“Yup! Hurt like hell, but it’s finished!”

“Let me see.”

I shrug off my jacket carefully, gingerly remove my arm from my sleeve, peel back the plastic from my arm, and step into the light. Resplendent and practically life-sized, the octopus’ tentacles wrap around and over my shoulder, down my bicep, and across my back. A series of bright blue rings dot its appendages, and I smile involuntarily at the subtle meaning the tattoo holds for me.

The blue-ringed octopus is one of the most venomous ocean creatures. Its venom contains tetrodotoxin, which paralyzes the muscles, leading to certain death. The octopus is deadly, and I respect it immensely. Something capable of camouflaging itself, of changing shape to protect itself, is an evolutionary victory. I also love that something so deceptively innocuous as a silly-looking cephalopod can rain devastation on its companions like the opening of the marine Seventh Seal.

It is because of its lethality, its total dominion over its own small part of the sea, that I choose to wear it on my body. I’m attempting to hold dominion over that body now, and I’d like to think I’m just as capable, and worthy, of defending it.


He is impressed, despite his best attempts to appear nonchalant. I know him well enough to see that the vague resentment he harbored when I started this piece has faded in the bright sheen of the finished product.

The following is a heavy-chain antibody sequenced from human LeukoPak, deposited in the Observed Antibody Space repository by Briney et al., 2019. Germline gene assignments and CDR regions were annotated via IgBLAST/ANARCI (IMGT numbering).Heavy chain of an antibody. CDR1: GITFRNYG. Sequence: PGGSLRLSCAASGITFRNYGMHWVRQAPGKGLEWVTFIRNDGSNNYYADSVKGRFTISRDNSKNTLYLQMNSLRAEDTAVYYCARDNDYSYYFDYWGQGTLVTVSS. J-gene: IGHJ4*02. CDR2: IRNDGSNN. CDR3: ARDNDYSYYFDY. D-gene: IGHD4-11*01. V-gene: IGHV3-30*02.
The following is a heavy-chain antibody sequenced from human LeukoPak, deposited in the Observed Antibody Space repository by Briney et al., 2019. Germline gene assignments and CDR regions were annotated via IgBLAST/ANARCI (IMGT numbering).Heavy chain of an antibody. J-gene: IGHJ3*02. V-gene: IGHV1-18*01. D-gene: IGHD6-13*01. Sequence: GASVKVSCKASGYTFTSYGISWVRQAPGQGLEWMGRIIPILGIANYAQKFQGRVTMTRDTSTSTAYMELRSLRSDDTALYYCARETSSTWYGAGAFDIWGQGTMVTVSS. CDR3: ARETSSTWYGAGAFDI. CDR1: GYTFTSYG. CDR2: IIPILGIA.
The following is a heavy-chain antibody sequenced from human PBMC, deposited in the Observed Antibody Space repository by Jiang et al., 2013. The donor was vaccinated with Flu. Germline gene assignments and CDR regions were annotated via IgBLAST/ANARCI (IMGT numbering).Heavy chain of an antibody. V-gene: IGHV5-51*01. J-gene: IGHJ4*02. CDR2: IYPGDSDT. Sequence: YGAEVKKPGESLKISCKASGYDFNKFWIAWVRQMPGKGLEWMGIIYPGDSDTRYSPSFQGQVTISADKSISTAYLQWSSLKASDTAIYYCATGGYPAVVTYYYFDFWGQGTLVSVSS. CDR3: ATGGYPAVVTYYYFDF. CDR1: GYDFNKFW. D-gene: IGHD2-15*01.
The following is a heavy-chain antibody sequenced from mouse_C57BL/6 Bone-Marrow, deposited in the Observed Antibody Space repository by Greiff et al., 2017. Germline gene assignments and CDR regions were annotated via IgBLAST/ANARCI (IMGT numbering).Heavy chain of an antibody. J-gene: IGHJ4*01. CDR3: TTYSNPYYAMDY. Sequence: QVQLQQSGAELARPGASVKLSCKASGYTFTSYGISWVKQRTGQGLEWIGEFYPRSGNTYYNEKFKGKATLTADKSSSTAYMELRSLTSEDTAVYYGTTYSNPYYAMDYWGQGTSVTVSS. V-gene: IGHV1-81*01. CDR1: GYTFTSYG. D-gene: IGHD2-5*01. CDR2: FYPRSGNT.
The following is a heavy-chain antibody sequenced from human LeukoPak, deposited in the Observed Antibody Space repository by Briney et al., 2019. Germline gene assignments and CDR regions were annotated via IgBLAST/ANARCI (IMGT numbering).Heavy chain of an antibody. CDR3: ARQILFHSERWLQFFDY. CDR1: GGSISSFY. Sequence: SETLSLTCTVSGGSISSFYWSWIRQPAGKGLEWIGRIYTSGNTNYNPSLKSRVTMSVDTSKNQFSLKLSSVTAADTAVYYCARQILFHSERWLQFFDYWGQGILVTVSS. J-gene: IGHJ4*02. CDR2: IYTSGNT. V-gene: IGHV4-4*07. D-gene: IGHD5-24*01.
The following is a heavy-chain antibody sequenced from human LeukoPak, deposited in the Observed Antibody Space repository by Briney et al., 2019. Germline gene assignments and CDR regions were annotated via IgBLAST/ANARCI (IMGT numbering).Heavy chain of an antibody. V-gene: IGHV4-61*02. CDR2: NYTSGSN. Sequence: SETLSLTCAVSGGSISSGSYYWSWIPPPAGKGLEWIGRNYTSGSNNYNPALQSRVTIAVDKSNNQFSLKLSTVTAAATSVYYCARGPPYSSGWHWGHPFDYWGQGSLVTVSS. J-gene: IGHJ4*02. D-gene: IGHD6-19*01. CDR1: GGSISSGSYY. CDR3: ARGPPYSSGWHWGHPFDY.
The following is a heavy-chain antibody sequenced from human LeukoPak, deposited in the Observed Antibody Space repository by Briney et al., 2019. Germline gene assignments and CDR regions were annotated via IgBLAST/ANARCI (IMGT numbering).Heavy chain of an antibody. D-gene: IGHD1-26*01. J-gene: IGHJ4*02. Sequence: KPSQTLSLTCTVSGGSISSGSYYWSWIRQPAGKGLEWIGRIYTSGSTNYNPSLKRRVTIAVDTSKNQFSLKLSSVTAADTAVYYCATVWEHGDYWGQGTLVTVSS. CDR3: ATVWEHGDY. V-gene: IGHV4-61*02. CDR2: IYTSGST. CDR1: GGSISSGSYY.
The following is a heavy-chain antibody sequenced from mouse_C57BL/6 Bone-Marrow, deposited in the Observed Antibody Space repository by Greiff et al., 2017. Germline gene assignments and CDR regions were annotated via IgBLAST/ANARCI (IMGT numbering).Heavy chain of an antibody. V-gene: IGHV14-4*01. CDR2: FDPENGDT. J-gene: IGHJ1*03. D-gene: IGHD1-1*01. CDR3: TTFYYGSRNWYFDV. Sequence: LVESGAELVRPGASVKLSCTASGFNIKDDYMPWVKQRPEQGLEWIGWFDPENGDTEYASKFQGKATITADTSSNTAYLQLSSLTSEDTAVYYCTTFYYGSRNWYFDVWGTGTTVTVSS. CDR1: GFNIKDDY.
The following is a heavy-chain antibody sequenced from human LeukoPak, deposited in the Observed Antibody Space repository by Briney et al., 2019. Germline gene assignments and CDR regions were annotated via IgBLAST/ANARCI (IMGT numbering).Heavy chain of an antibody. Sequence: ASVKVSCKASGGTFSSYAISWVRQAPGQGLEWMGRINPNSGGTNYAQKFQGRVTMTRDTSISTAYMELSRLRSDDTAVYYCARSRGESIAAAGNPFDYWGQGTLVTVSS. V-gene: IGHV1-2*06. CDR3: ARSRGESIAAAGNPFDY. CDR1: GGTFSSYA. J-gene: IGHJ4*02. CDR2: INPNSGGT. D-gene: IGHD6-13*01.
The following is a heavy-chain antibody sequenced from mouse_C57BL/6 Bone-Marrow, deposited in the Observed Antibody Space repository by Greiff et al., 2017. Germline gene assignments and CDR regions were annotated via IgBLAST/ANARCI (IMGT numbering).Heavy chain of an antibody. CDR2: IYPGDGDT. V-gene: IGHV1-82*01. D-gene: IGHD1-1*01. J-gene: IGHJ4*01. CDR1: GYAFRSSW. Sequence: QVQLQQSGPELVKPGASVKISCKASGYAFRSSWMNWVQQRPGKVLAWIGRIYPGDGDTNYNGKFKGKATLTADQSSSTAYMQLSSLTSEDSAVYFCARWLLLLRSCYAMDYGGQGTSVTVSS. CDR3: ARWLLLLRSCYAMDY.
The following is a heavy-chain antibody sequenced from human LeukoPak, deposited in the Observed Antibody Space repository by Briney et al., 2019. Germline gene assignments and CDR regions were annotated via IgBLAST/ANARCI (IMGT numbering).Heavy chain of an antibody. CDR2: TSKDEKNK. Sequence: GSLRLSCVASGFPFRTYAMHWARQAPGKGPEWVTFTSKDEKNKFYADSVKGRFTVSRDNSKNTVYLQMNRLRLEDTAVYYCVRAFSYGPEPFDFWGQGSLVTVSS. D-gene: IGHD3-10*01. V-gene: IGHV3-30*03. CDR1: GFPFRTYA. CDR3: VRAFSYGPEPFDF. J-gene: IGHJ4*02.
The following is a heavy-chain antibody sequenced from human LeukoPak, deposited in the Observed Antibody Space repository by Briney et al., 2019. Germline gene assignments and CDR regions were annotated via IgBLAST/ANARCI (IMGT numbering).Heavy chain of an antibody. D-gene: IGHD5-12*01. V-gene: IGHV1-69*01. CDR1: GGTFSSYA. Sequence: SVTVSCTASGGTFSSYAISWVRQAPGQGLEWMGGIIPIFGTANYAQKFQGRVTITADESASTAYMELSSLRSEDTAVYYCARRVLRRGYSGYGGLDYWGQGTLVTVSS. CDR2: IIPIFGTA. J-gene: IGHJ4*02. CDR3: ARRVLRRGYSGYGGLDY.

“I know, right?”

I’m immensely pleased with myself.

He rolls his eyes slightly.

“So, like, is it my turn next? FINALLY?”

“Yes, yes, yes.”

I reassure him as I head to the sink to begin the two-week process that is tattoo aftercare. I am vigilant when it comes to tattoo aftercare. I’ve just invested several hundred dollars in original art, after all; I’m not going to let it go to Hell because I’m too lazy to thoroughly coat the area in A&D or something.

He comes up behind me and rests his chin on top of my head as I’m rinsing away suds. We are the perfect respective heights to fit together like that. And other ways.

I pat my arm dry and turn to face him.

“So, what are you going to get? When it’s FINALLY your turn?”

“Luke’s original light saber.”

He says this immediately, like a conditioned response or a deep instinct. I smile as a rush of affection washes over me. I’m less of a Star Wars nerd and more of a Harry Potter nerd; he likes the deep space shows on the science channel while I tend towards Drunk History or Ken Burns documentaries. Nonetheless, we are both freaks, and for two freaks to have found one another is the new 21st century love story.

“What color will it be?”

He rolls his eyes at my ignorance.

“Blue, obviously.”


“What do you want next?”

This is what we do. We sit around and spend imaginary money we don’t have on theoretical tattoos, looking forward to the next Christmas bonus or tax refund check that will give rise to one of these theories of art.